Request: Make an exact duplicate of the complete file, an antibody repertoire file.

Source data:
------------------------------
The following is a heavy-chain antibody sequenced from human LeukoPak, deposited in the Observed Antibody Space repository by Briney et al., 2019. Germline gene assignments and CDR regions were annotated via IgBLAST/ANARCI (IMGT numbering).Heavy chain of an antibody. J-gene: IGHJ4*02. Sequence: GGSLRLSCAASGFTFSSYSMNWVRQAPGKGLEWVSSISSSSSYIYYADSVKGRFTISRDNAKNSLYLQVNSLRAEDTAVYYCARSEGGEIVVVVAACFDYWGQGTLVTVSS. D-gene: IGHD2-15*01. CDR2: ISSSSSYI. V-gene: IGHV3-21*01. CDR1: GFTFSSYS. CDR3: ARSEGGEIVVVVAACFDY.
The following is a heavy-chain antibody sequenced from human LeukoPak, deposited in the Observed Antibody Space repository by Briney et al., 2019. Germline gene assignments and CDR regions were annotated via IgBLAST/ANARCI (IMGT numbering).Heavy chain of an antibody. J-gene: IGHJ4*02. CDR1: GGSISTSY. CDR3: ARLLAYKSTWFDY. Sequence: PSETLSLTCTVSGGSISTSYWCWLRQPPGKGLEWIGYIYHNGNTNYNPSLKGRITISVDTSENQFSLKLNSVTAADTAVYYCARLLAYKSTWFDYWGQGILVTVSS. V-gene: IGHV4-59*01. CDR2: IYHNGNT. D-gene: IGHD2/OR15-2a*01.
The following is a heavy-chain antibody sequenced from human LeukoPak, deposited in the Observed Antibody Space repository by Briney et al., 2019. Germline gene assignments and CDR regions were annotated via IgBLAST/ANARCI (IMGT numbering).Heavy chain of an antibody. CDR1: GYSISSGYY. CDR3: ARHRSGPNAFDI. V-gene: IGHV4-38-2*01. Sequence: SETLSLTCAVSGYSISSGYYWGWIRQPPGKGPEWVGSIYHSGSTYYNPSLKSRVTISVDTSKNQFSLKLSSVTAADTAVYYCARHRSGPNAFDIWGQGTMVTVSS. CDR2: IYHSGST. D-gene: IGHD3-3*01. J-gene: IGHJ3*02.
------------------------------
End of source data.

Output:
The following is a heavy-chain antibody sequenced from human LeukoPak, deposited in the Observed Antibody Space repository by Briney et al., 2019. Germline gene assignments and CDR regions were annotated via IgBLAST/ANARCI (IMGT numbering).Heavy chain of an antibody. J-gene: IGHJ4*02. Sequence: GGSLRLSCAASGFTFSSYSMNWVRQAPGKGLEWVSSISSSSSYIYYADSVKGRFTISRDNAKNSLYLQVNSLRAEDTAVYYCARSEGGEIVVVVAACFDYWGQGTLVTVSS. D-gene: IGHD2-15*01. CDR2: ISSSSSYI. V-gene: IGHV3-21*01. CDR1: GFTFSSYS. CDR3: ARSEGGEIVVVVAACFDY.
The following is a heavy-chain antibody sequenced from human LeukoPak, deposited in the Observed Antibody Space repository by Briney et al., 2019. Germline gene assignments and CDR regions were annotated via IgBLAST/ANARCI (IMGT numbering).Heavy chain of an antibody. J-gene: IGHJ4*02. CDR1: GGSISTSY. CDR3: ARLLAYKSTWFDY. Sequence: PSETLSLTCTVSGGSISTSYWCWLRQPPGKGLEWIGYIYHNGNTNYNPSLKGRITISVDTSENQFSLKLNSVTAADTAVYYCARLLAYKSTWFDYWGQGILVTVSS. V-gene: IGHV4-59*01. CDR2: IYHNGNT. D-gene: IGHD2/OR15-2a*01.
The following is a heavy-chain antibody sequenced from human LeukoPak, deposited in the Observed Antibody Space repository by Briney et al., 2019. Germline gene assignments and CDR regions were annotated via IgBLAST/ANARCI (IMGT numbering).Heavy chain of an antibody. CDR1: GYSISSGYY. CDR3: ARHRSGPNAFDI. V-gene: IGHV4-38-2*01. Sequence: SETLSLTCAVSGYSISSGYYWGWIRQPPGKGPEWVGSIYHSGSTYYNPSLKSRVTISVDTSKNQFSLKLSSVTAADTAVYYCARHRSGPNAFDIWGQGTMVTVSS. CDR2: IYHSGST. D-gene: IGHD3-3*01. J-gene: IGHJ3*02.